Blogger Perdido Street School writes about this article here. he says that Eva is “playing the victim,” but that the real victims are the children.

“But the victims in this tale are the children soiling themselves at their desks because they’re too scared to go to the bathroom during the all-mighty Sucess test prep.

“The victims in this tale are the children sent to “effort academy” (i.e., detention and extra test prep) because their eyes didn’t snap to attention quick enough when one of the teachers snapped her fingers.

“The victims in this tale are the children who are meant to feel “misery” when their teachers feels they’re not trying hard enough.

“The NY Times article did read like something out of Dickens, as I wrote when I first posted about this story.

But that’s not because the author, Kate Taylor, was making things up or “slanting” the piece, as Eva charges.

“That’s because Success Academy is a Dickensian nightmare where the children are subject to stress, misery and physical and emotional abuse.”

And there is an amazing link at the end of the post, announcing that Campbell Brown and Governor Andrew Cuomo are hosting a fund-raiser for Eva’s charters. Tickets start at $1,500, tables at $15,000. Cuomo will be the keynote speaker. “The event will be held April 20 at Cipriani 42nd Street in Manhattan, and will be co-chaired by Success board members Campbell Brown, Daniel Loeb, Joel Greenblatt, and Regina and John Scully.”

Success Academy charters don’t have to worry about Cuomo’s punitive teacher evaluation plan, because their teachers turn over so frequently.

Mark Naison reflects on the cheating scandal in Atlanta and the shaming tactics at Success Academy charters and sees them as two sides of the same coin. When test scores become the measure of education, adults will go to extremes to reach the goal, even when it means cheating or child abuse. What it is not is good education.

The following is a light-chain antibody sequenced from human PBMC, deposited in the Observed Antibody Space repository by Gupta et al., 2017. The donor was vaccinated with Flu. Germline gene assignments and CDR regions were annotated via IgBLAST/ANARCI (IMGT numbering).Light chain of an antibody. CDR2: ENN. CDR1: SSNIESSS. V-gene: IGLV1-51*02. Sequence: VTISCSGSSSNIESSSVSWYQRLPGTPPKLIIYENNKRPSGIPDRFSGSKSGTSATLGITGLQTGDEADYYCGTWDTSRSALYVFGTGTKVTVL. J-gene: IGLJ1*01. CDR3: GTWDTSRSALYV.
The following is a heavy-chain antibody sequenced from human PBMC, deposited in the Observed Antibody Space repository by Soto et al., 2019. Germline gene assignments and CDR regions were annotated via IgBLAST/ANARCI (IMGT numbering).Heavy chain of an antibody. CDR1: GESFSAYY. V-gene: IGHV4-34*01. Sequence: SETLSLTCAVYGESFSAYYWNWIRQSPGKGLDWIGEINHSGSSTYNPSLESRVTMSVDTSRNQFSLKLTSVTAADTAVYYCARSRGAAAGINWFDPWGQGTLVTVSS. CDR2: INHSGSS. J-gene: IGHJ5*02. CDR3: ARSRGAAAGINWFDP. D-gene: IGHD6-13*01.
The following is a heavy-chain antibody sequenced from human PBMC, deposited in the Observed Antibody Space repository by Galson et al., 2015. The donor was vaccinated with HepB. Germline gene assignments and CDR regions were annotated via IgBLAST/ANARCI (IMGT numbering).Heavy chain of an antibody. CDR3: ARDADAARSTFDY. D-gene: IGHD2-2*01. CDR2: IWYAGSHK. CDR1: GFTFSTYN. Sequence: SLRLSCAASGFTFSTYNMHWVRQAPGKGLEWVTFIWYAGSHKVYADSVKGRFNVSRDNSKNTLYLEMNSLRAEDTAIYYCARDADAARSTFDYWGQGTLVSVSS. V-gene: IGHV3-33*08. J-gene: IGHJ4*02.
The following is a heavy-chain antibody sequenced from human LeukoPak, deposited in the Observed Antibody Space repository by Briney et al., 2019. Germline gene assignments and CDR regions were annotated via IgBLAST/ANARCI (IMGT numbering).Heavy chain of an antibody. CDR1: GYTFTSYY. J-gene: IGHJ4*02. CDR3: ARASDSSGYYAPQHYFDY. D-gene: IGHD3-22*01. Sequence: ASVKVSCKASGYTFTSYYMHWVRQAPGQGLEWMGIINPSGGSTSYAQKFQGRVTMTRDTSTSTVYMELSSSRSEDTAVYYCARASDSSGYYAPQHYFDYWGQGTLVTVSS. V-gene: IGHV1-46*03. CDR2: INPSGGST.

I have sometimes wished it were possible to have a completely candid conversation with a teacher at a Success Academy charter school. Last week, with no advance planning, it happened.*

 

A young man who is related to me asked if he could introduce me to his friend, Ms. Smith (a pseudonym). He told me she teaches at Success and wanted to meet me. I said, “Of course.”

 

I had no idea what the evening had in store. I have talked to SA teachers before, always in public, not in the privacy of home, and they were always pleasant, neither boastful nor defensive.

 

When they arrived, I opened a bottle of white wine and broke open a box of macaroons. “Betty” (that’s not her name either) told me that she had worked at SA for five years. She teaches fifth grade.

 

What is it like, I asked.

 

She said she loves the children, but the atmosphere is stifling for both teachers and children. She is looking for another job. Everything is about test scores, and the competitive pressure never lets up. Right now, they are getting ready for the state exams, and signs posted everywhere say “Slam the Exams!”

 

I asked how long the test prep went on, and she said they have been doing test prep for months. She said the kids would not take spring vacation until the exams were finished.

 

What’s so bad about test prep, I asked her. She said some of the kids explode or break down. They are very young, and the pressure gets to be too much for them. They might start screaming or crying, and they have to be removed from the classroom until they calm down. The children are assigned a color depending on their test scores, and every classroom posts the names of the children and their color–red, green, blue, or yellow. I forget which is best and which is worst, but the goal is to shame the lowest performing students so they try harder to move up into the next level.

 

The test prep plus the ” no-excuses” climate of tough and strictly enforced rules unnerves some children, she said. And she felt badly for the children who were humiliated. The harshly competitive environment, she said, was dispiriting and joyless.

 

What happens with the children who can’t adjust to the highly disciplined demands of the school, I asked. She replied that these children might be suspended repeatedly or their parents or guardian might be called to the school every day. Day after day. Eventually, the child’s parent or guardian will withdraw the child because they can’t afford to miss work every day.